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Youth Action as a Tool for Youth Health Promotion



Introduction



Today's young people are coming of age in a complex world marked by changing societies, the rapid growth and importance of new technologies, and the growing trend of global stratification. Although young people have a central role to play in understanding, negotiating and realizing the changing nature of the global community, youth are generally disenfranchised from formal political processes. Marginalized from social systems, youth may turn to social action in order to speak out and effect change in relation to the issues touching their lives. Although youth social action is most often associated with the civil rights movement of the 1950s, or the radical activism of the 1960s, today's young people are organizing collectively against a multitude of issues, with notable movements related to globalization and the environment. One current example is the largely student-led protest that will take place this weekend in Quebec City at the Summit of the Americas.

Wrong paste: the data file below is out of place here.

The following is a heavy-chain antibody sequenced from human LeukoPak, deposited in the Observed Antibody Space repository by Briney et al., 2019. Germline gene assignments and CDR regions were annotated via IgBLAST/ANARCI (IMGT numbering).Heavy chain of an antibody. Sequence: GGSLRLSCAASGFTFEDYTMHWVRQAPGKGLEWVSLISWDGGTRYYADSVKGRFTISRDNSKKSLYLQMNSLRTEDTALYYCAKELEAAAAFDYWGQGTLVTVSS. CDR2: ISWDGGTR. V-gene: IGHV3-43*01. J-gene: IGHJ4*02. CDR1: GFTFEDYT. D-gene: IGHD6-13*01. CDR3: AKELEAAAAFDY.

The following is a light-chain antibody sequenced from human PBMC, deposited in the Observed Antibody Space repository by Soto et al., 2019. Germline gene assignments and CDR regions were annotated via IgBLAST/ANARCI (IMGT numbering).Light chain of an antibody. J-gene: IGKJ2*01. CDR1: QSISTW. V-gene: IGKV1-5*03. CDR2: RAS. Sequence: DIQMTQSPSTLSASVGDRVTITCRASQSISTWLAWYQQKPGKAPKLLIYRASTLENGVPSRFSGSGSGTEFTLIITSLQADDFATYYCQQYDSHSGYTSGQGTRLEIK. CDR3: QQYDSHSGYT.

B. Youth Action and the Ottawa Charter for Health Promotion



As a health promoting activity, youth action directly honors the Ottawa Charter for Health Promotion's directives to strengthen community action, develop personal skills, build healthy public policy and create supportive environments (World Health Organization, 1986). A conceptual relationship between these various health promotion strategies can be understood within the context of youth action. Initiatives that focus on youth action allow young people to develop personal skills and provide supportive environments for youth involvement. By creating opportunities for youth to put their skills into action, youth-driven initiatives position young people as valued and effective community members, thereby strengthening overall community capacity. A main goal of the resulting community action is the generation of social change in the form of healthy public policy, with a cascade of positive effects and outcomes, which loop back to strengthen community action and empowerment.



ii. Develop Personal Skills